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Doctors warn that enduring sneezing is dangerous after a man breaks his throat




  man sneezes sick nose from cold tissue Shutterstock

  • A 34-year-old man was hospitalized for a week after he
    He tried to keep his mouth and nose closed to stop
    She sneezes, and ended up tearing a hole in her throat.
  • Doctors say that although such an incident is rare, nobody
    it must be contained in a sneeze.
  • Here are expert tips for the correct way to
    sneeze.

Doctors are using the hospital stay induced by a sneeze of a man like
warning story to remind people to stop sneezing imminently
loose.

The healthy man of 34 years, who remains anonymous, was
he rushed to the hospital after trying to stifle a sneeze
pinching his nose and keeping his mouth closed.

The sneeze was presented in an emergency room complaining that
I was having trouble swallowing and talking. Was the beginning
of a seven-day stay, since exams and scans revealed the patient
he had opened a hole in his throat and had sent air bubbles into the depths
tissue of your chest. The doctors reported that they could even listen
the damage induced by the sneeze, as it caused strange bursts and
crunches from the patient's neck to his rib cage.

The man was put on antibiotics and given a diet
tube. After a week, the doctors declared that it was safe to eliminate the
tube and send it home, but warned the patient to " avoid
clogging both nostrils when sneezing, "according to a

Report of a case published in the medical journal BMJ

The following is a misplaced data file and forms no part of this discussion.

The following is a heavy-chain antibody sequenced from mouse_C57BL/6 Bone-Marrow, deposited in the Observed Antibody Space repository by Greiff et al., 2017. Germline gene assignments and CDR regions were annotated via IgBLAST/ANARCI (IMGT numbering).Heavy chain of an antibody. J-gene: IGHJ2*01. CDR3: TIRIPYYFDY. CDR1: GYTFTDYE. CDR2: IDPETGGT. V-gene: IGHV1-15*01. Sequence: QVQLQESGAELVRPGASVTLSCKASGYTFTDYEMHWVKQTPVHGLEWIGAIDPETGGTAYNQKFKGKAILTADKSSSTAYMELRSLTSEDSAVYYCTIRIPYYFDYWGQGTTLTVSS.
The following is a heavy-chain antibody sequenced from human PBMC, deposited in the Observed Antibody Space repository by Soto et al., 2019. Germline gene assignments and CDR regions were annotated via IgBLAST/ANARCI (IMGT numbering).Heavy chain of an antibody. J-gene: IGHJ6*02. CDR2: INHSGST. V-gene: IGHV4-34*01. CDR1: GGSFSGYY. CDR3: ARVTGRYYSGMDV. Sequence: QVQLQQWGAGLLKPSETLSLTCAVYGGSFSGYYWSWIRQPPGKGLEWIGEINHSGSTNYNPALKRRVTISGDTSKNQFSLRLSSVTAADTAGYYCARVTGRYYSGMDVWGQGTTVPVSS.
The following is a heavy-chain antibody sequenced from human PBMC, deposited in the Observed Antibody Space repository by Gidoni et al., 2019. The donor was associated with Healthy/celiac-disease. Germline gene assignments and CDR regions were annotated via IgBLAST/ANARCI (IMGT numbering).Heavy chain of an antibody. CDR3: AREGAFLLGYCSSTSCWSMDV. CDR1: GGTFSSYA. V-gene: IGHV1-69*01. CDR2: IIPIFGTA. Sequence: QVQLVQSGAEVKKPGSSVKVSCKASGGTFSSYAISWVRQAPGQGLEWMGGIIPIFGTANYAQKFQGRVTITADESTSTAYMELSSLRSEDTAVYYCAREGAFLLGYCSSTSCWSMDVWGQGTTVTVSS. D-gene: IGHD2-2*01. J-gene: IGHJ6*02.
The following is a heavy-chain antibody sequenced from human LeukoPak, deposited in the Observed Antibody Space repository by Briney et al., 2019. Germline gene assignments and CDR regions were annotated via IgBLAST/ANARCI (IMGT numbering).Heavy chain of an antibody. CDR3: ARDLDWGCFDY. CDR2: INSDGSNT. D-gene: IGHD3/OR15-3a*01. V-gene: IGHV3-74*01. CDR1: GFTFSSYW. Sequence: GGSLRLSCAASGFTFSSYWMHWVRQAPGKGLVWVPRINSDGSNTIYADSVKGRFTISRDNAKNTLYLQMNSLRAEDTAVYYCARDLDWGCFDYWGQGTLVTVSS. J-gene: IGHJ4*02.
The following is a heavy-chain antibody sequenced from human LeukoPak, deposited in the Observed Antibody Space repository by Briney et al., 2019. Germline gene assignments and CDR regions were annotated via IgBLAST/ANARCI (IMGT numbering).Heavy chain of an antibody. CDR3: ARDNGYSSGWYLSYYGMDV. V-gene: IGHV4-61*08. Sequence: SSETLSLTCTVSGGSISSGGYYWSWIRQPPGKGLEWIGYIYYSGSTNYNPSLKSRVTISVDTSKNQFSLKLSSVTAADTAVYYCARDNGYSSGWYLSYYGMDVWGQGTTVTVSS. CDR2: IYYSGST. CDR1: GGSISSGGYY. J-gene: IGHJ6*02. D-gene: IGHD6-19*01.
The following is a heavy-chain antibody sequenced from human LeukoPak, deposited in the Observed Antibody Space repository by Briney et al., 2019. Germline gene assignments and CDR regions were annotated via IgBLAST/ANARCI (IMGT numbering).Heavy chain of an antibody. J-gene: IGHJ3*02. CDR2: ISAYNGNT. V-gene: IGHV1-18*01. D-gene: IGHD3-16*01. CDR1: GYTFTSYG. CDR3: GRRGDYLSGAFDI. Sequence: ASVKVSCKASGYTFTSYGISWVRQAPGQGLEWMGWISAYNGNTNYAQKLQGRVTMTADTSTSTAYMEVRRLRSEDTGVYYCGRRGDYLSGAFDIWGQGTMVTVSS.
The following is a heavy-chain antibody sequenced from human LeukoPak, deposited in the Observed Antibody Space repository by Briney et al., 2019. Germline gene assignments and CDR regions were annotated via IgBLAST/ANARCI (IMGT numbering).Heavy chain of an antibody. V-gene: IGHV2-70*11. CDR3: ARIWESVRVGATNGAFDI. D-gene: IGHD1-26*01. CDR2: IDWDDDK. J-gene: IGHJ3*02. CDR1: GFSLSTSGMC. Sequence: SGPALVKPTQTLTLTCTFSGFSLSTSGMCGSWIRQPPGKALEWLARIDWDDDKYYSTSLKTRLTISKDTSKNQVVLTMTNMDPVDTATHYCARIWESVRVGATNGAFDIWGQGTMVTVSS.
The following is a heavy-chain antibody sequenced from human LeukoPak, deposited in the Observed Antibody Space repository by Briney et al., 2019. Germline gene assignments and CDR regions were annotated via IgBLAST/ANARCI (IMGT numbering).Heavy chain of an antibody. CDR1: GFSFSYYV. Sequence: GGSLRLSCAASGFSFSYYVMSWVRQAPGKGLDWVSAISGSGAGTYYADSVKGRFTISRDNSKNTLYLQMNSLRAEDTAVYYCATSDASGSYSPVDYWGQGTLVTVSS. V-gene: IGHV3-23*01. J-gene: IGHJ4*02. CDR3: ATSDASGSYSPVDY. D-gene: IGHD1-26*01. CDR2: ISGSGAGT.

. The authors
wrote that while this case is rare, it is an opportunity to
let everyone remember that they should not be shy about their
sneeze

Why should I let go of his sneeze

Those annoying and involuntary nasal expulsions happen for a variety of
reasons In addition to sneezing to defend the body of
allergens or due to illness, some people sneeze under bright light
lights, after eating too much, or even when they are
sexually excited
.

"A sneeze is designed to expel foreign particles and
irritants of the respiratory tract, particularly the nasal cavity, and
it's a protective reflex, "
Jonathan Moss of
the Charlotte Eye, Ear, Nose & Throat Associates previously
said
Business Insider. Moss, a doctor, said he tells his
patients simply "let it fly!"

If it does not, that can lead to a rare but serious host
conditions, including air trapped in the chest, eyes or brain;
perforated eardrums and hearing damage; blood vessel clots and
ruptures; or broken ribs.

The trick to sneeze the right way: Cover your
sneeze.

Preferably that can be achieved with a fabric, but a
sleeve or elbow is better than covering your face with your
hands, which could separate the mucus that comes out of your nose
around when you touch things. Regardless of how you catch your
sneeze, wash your hands for 20 seconds in warm, soapy water
after. (In a pinch, hand sanitizer does the trick,
also.)

Even Miss Manners agrees that a full sneeze is acceptable
social behavior: "Miss Manners would not like it to become common
for sneezes that meet with cries of & # 39; Arghh! Get away from me! "
she wrote in a
Column 2010
.

So go ahead and let those sneezes come out. Your body (and your
doctor) will thank you for letting them go.


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